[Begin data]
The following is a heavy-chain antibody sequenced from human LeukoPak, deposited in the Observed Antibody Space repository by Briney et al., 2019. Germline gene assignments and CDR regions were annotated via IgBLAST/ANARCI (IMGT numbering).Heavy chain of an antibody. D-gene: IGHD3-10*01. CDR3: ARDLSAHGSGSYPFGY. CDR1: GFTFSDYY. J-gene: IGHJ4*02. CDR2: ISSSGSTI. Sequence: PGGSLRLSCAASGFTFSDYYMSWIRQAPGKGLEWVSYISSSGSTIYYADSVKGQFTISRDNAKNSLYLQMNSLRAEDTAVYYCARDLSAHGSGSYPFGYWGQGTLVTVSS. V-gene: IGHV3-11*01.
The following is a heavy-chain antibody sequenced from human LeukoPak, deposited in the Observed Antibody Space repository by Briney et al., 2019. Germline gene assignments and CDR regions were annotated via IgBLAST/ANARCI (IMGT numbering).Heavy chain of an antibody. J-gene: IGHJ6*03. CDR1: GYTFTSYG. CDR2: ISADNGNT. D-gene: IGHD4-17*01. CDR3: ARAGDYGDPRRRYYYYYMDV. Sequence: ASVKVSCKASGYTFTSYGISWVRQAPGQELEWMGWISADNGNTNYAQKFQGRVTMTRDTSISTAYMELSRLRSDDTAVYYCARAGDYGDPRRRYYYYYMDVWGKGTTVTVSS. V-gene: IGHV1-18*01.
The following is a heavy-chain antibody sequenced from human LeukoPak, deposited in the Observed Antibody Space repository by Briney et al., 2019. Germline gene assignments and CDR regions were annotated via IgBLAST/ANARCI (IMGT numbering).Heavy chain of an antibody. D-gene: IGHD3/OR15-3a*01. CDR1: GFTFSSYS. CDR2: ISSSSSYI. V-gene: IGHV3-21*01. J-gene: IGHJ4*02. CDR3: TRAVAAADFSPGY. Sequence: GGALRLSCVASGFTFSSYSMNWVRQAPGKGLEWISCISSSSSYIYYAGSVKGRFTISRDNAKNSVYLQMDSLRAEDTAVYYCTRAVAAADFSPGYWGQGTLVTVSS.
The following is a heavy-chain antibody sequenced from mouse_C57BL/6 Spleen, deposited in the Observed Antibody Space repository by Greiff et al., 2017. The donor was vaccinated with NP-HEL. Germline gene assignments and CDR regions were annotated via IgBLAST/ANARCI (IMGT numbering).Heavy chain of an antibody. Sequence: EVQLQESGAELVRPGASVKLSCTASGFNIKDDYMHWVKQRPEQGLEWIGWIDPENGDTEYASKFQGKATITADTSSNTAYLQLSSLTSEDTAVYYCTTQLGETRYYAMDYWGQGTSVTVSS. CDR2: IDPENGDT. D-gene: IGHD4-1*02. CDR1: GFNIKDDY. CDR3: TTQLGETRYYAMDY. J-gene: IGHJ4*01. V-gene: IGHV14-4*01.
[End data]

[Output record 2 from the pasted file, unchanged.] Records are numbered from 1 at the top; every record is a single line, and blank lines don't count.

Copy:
The following is a heavy-chain antibody sequenced from human LeukoPak, deposited in the Observed Antibody Space repository by Briney et al., 2019. Germline gene assignments and CDR regions were annotated via IgBLAST/ANARCI (IMGT numbering).Heavy chain of an antibody. J-gene: IGHJ6*03. CDR1: GYTFTSYG. CDR2: ISADNGNT. D-gene: IGHD4-17*01. CDR3: ARAGDYGDPRRRYYYYYMDV. Sequence: ASVKVSCKASGYTFTSYGISWVRQAPGQELEWMGWISADNGNTNYAQKFQGRVTMTRDTSISTAYMELSRLRSDDTAVYYCARAGDYGDPRRRYYYYYMDVWGKGTTVTVSS. V-gene: IGHV1-18*01.